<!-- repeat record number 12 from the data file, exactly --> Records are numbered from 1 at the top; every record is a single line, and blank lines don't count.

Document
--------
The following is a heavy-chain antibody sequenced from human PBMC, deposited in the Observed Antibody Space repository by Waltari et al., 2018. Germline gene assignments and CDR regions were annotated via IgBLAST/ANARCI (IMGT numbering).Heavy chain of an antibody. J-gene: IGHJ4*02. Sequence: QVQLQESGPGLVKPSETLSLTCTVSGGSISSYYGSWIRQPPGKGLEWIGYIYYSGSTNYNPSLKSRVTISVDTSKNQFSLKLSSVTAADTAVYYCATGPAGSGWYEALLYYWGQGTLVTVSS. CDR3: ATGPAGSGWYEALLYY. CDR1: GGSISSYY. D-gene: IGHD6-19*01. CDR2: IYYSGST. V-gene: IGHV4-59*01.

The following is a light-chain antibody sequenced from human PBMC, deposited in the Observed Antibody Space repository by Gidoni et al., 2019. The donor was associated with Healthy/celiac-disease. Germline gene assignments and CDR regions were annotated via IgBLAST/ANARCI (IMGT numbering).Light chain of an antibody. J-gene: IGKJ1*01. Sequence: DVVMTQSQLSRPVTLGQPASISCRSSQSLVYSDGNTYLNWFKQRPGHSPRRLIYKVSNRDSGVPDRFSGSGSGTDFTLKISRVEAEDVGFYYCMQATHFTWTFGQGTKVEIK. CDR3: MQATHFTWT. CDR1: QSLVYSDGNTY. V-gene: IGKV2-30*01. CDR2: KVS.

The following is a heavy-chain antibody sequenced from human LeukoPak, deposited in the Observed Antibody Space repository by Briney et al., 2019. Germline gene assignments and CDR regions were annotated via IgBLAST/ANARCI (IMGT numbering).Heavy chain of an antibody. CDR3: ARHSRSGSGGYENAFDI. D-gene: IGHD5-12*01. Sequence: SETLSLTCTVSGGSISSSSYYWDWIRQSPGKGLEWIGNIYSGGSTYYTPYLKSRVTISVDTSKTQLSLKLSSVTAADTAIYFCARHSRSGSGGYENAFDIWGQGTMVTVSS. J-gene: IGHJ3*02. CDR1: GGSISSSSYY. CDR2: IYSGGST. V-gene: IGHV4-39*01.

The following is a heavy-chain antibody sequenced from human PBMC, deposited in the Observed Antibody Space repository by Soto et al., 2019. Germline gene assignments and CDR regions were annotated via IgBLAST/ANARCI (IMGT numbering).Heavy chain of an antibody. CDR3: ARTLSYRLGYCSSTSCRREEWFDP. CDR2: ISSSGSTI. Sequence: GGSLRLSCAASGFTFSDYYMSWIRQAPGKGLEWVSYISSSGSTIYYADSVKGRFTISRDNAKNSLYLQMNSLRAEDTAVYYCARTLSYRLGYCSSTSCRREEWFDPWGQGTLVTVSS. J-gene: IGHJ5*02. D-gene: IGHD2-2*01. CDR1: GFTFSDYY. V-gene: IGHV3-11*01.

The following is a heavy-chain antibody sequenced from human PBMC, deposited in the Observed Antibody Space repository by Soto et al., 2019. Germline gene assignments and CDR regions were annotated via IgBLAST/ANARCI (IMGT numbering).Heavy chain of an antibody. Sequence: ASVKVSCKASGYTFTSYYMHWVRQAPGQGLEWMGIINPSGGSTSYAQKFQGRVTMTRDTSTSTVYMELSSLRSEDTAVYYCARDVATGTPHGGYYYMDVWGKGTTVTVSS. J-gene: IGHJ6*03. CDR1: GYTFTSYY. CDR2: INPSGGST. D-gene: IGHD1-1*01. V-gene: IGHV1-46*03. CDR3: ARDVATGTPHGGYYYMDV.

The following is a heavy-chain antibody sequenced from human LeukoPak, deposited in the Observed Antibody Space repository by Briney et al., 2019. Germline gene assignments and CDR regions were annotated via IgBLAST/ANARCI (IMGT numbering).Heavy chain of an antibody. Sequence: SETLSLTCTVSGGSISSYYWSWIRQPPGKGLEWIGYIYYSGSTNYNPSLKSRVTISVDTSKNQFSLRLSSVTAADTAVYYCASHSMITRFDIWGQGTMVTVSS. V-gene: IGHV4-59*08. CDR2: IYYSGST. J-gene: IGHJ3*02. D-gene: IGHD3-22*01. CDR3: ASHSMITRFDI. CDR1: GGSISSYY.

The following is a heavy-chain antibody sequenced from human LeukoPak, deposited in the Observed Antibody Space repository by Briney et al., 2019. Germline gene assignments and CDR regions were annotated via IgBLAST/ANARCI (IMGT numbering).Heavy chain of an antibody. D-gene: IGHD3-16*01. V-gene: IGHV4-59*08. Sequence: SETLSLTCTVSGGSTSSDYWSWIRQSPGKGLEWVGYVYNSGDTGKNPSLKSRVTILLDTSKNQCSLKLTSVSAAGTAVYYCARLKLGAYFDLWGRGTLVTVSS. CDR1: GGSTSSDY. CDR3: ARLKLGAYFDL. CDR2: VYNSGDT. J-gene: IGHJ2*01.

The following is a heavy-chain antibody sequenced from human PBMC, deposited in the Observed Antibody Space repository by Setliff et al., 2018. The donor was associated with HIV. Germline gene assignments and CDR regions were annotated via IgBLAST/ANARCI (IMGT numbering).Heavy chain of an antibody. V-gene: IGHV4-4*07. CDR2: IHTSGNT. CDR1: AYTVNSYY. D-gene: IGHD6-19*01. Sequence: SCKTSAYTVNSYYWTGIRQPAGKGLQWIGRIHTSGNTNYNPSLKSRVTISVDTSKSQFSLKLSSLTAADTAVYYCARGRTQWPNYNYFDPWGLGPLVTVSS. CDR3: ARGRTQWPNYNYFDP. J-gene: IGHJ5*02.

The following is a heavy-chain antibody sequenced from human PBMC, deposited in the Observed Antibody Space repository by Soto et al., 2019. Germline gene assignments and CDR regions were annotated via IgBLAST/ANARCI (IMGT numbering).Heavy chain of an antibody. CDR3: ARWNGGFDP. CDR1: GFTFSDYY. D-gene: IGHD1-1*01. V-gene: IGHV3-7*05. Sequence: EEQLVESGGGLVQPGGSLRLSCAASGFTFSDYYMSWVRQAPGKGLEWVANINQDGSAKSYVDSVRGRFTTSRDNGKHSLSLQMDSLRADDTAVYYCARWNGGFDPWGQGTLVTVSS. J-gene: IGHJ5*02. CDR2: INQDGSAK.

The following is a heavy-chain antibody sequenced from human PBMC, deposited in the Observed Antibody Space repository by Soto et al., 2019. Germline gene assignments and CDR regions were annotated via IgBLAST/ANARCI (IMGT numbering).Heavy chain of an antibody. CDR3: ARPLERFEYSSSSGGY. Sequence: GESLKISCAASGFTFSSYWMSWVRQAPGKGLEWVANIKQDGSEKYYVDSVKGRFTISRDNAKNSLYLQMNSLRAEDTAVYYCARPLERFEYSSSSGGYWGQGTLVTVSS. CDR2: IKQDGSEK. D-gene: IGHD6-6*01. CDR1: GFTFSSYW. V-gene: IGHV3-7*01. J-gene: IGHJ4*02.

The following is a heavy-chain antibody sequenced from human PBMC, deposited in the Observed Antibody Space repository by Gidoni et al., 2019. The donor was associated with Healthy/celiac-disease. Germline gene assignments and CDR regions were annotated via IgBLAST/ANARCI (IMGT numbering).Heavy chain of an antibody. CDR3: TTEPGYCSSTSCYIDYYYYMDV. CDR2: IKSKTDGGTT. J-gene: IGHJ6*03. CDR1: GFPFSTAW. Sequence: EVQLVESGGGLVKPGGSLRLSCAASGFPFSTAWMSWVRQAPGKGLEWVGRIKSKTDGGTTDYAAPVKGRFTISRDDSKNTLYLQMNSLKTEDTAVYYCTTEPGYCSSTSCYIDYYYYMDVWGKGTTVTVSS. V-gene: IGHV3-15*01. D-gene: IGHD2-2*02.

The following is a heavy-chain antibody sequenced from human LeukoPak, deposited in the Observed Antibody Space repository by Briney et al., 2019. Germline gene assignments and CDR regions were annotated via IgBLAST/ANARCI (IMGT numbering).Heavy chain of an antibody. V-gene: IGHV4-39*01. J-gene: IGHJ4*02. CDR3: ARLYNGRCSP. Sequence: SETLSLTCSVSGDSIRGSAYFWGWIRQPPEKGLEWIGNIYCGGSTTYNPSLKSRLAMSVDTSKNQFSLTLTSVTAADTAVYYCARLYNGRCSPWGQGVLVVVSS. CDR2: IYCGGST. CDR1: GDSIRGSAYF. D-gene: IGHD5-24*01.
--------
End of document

The following is a heavy-chain antibody sequenced from human LeukoPak, deposited in the Observed Antibody Space repository by Briney et al., 2019. Germline gene assignments and CDR regions were annotated via IgBLAST/ANARCI (IMGT numbering).Heavy chain of an antibody. V-gene: IGHV4-39*01. J-gene: IGHJ4*02. CDR3: ARLYNGRCSP. Sequence: SETLSLTCSVSGDSIRGSAYFWGWIRQPPEKGLEWIGNIYCGGSTTYNPSLKSRLAMSVDTSKNQFSLTLTSVTAADTAVYYCARLYNGRCSPWGQGVLVVVSS. CDR2: IYCGGST. CDR1: GDSIRGSAYF. D-gene: IGHD5-24*01.